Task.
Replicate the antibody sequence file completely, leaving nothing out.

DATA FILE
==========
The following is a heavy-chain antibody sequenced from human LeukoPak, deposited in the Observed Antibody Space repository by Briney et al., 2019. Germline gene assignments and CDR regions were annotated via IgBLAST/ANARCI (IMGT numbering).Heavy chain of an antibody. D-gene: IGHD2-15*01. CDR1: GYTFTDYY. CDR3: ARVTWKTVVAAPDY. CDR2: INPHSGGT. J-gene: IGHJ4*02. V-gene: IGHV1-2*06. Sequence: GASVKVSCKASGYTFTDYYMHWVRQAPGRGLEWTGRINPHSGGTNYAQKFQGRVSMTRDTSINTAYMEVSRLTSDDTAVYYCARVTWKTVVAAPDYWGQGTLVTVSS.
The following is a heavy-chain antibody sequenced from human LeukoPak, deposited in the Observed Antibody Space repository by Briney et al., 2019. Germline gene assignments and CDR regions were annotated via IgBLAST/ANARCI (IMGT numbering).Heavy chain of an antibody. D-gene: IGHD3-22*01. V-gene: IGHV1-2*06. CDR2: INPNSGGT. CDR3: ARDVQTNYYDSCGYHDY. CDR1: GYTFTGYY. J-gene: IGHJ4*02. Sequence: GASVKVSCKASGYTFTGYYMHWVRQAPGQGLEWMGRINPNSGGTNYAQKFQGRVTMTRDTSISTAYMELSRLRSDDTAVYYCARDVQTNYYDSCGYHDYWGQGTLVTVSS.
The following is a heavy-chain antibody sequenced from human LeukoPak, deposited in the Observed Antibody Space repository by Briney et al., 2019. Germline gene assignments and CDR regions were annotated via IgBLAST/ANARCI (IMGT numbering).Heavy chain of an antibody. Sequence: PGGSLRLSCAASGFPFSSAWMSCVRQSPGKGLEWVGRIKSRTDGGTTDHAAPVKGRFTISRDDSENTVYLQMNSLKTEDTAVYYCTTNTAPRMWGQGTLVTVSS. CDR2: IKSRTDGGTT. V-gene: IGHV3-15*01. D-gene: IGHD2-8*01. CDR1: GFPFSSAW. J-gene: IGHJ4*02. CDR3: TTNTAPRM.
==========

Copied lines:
The following is a heavy-chain antibody sequenced from human LeukoPak, deposited in the Observed Antibody Space repository by Briney et al., 2019. Germline gene assignments and CDR regions were annotated via IgBLAST/ANARCI (IMGT numbering).Heavy chain of an antibody. D-gene: IGHD2-15*01. CDR1: GYTFTDYY. CDR3: ARVTWKTVVAAPDY. CDR2: INPHSGGT. J-gene: IGHJ4*02. V-gene: IGHV1-2*06. Sequence: GASVKVSCKASGYTFTDYYMHWVRQAPGRGLEWTGRINPHSGGTNYAQKFQGRVSMTRDTSINTAYMEVSRLTSDDTAVYYCARVTWKTVVAAPDYWGQGTLVTVSS.
The following is a heavy-chain antibody sequenced from human LeukoPak, deposited in the Observed Antibody Space repository by Briney et al., 2019. Germline gene assignments and CDR regions were annotated via IgBLAST/ANARCI (IMGT numbering).Heavy chain of an antibody. D-gene: IGHD3-22*01. V-gene: IGHV1-2*06. CDR2: INPNSGGT. CDR3: ARDVQTNYYDSCGYHDY. CDR1: GYTFTGYY. J-gene: IGHJ4*02. Sequence: GASVKVSCKASGYTFTGYYMHWVRQAPGQGLEWMGRINPNSGGTNYAQKFQGRVTMTRDTSISTAYMELSRLRSDDTAVYYCARDVQTNYYDSCGYHDYWGQGTLVTVSS.
The following is a heavy-chain antibody sequenced from human LeukoPak, deposited in the Observed Antibody Space repository by Briney et al., 2019. Germline gene assignments and CDR regions were annotated via IgBLAST/ANARCI (IMGT numbering).Heavy chain of an antibody. Sequence: PGGSLRLSCAASGFPFSSAWMSCVRQSPGKGLEWVGRIKSRTDGGTTDHAAPVKGRFTISRDDSENTVYLQMNSLKTEDTAVYYCTTNTAPRMWGQGTLVTVSS. CDR2: IKSRTDGGTT. V-gene: IGHV3-15*01. D-gene: IGHD2-8*01. CDR1: GFPFSSAW. J-gene: IGHJ4*02. CDR3: TTNTAPRM.